PIL challenging content regulation powers of Central Government dismissed by Kerala HC

pil challenging content

The High Court of Kerala dismissed a Public Interest Litigation (PIL) petition which challenged the constitutional validity of powers of Centre under the of Cable Television Networks (Regulation) Act 1994 to impose ban on telecast of TV channels. 

A bench comprising Chief Justice S Manikumar and Justice Shaji P Chaly orally remarked that it was necessary to have regulatory powers over media in the interest of law and order and national security. 

Facts: PIL was filed by lawyer-activist Harish Vasudevan in the wake of recent ban imposed by Union Ministry of Information and Broadcasting on Malayalam channels Asia net News and Media One TV for their coverage of Delhi riots. The petition challenged Section 20(2) of Cable TV Network Regulation Act 1994 and Rule 6(1)(a) and 6(1)(i) the Cable Television Networks Rules – which empower Centre to regulate content of TV channels – as arbitrary and vague.


It was highlighted that the ban order against Media One mentioned “being critical against Delhi police and RSS” as one of the reasons. 

The fact that these orders were revoked within a few hours of their issuance revealed that the officials themselves knew that the orders are not legally sustainable, added the petitioner.

 Rule 6 of the Cable TV Network Rules 1994 lays down the Programme Code. As per Rule 6(1)(a), a channel cannot telecast a programme which “offends against good taste or decency”.

Rule 6(1)(i) is a prohibition against telecast of programmes which “Criticizes, maligns or slanders any individual in person or certain groups, segments of social, public and moral life of the country”.

“Some provisions of the Cable Television Networks (Regulation) Act, 1995, Cable Television Networks Rules,1994 and the Policy Guidelines for Uplinking of Television Channels are arbitrary, unfair and unconstitutional. It gives power to the Central Government to use such power arbitrarily, irrationally and unconstitutionally. The power given to the executive through such provisions to impose restriction/prohibition is not in rational nexus with the objects sought to be achieved by it. Excessive power delegation and arbitrariness through some laws, Rules and guidelines makes it violative of Article 14,19 and 21 guaranteed by the Constitution of India to the petitioner”, the petition stated.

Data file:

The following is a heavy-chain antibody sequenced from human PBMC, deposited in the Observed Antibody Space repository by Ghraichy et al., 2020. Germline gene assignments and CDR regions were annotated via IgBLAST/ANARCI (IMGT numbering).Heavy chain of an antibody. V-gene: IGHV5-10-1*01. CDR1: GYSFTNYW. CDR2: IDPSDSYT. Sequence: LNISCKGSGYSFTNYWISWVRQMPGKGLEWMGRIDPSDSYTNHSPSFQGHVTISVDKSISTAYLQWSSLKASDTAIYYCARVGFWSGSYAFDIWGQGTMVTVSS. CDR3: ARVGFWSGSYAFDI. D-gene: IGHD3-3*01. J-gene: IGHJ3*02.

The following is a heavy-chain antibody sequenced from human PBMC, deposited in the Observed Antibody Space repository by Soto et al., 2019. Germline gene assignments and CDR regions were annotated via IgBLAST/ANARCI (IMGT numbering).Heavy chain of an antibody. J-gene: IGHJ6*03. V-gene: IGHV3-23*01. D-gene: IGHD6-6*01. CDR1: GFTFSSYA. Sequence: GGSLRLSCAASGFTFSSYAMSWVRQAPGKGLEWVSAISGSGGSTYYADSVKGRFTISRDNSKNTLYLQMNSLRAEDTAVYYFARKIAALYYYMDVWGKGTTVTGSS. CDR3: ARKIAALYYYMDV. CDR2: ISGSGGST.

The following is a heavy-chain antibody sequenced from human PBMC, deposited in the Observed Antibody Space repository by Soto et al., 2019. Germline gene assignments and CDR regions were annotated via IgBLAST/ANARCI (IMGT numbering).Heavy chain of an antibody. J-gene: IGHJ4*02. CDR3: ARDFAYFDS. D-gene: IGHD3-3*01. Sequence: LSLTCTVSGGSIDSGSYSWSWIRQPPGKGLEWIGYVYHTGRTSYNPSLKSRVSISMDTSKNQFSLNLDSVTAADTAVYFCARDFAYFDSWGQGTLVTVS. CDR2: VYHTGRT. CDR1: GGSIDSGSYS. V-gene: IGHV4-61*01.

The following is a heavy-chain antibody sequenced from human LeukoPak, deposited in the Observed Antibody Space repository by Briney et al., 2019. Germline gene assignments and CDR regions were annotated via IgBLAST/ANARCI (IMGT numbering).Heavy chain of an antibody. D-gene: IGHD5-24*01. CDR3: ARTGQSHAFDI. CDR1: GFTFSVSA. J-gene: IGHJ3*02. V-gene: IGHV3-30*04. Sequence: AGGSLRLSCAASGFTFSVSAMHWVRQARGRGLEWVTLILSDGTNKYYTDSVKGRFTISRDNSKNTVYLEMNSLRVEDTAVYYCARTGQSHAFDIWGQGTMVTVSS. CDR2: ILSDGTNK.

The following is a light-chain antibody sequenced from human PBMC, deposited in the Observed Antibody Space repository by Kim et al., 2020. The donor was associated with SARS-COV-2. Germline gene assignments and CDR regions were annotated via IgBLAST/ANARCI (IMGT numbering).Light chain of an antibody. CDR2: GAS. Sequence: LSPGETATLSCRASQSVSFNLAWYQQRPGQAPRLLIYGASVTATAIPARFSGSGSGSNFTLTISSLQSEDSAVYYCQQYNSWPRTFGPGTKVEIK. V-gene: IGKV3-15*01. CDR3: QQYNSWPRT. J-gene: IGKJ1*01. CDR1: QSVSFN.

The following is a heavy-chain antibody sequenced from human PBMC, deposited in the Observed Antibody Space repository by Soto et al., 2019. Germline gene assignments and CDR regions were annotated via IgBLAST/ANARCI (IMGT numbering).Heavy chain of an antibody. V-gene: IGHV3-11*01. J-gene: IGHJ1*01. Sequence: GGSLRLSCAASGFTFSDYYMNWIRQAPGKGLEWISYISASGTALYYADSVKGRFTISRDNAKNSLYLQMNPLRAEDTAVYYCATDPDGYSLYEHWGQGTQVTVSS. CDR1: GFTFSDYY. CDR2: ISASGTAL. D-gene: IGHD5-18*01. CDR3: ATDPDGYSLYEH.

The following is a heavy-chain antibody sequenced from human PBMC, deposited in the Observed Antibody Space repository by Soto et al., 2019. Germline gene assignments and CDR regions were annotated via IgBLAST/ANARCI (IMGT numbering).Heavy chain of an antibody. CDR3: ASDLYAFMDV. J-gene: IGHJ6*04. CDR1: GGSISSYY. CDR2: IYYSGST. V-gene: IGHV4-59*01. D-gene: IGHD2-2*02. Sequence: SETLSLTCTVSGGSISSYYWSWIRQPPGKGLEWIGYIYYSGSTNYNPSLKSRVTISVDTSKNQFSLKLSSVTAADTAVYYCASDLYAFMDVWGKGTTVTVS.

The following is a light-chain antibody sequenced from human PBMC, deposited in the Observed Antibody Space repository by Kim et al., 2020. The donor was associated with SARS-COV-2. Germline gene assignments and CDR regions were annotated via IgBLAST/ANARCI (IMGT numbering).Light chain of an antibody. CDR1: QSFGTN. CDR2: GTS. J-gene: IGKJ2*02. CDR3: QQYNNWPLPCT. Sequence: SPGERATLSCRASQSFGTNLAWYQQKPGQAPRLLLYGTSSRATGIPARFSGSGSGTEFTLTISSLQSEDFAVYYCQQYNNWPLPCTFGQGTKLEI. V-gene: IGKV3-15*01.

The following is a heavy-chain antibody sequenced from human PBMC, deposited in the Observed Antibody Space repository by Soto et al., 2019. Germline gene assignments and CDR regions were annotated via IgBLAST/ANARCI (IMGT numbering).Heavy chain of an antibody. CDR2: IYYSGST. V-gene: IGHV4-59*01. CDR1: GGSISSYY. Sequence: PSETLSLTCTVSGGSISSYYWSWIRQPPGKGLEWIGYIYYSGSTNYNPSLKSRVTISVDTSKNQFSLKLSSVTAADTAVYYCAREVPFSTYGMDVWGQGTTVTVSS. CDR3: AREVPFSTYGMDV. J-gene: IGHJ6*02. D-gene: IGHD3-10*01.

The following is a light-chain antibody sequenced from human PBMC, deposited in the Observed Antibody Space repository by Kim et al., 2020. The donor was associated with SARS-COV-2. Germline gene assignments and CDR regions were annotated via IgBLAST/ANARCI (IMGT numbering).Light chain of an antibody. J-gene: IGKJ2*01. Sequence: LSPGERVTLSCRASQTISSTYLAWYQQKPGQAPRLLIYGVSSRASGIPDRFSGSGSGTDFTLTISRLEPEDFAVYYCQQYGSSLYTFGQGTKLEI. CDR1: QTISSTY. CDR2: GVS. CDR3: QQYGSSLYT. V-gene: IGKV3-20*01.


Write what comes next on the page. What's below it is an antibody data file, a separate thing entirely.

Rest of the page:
“Going by the dictum laid down by the Hon’ble Supreme Court of India in the matter of Shreya Singhal Vs Union of India and Ors it is clear that Sub Section (2) of Section 20 of the Cable Television Networks(Regulation)Act,1995 as well as Paragraph 8.1 of the Policy Guidelines for Uplinking of Television Channels from India will not withstand the test of constitutionality and would clearly curtail the freedom of speech enshrined under Article 19(1)(a) of the Constitution of India”, stated the petition filed through Advocates P A Mohammed Shah and Rajan Vishnuraj. 

The plea also sought declarations that reporting of truthful facts or factual incidents will not amount to offence, and that being critical towards Delhi police and RSS will not constitute any offence under law.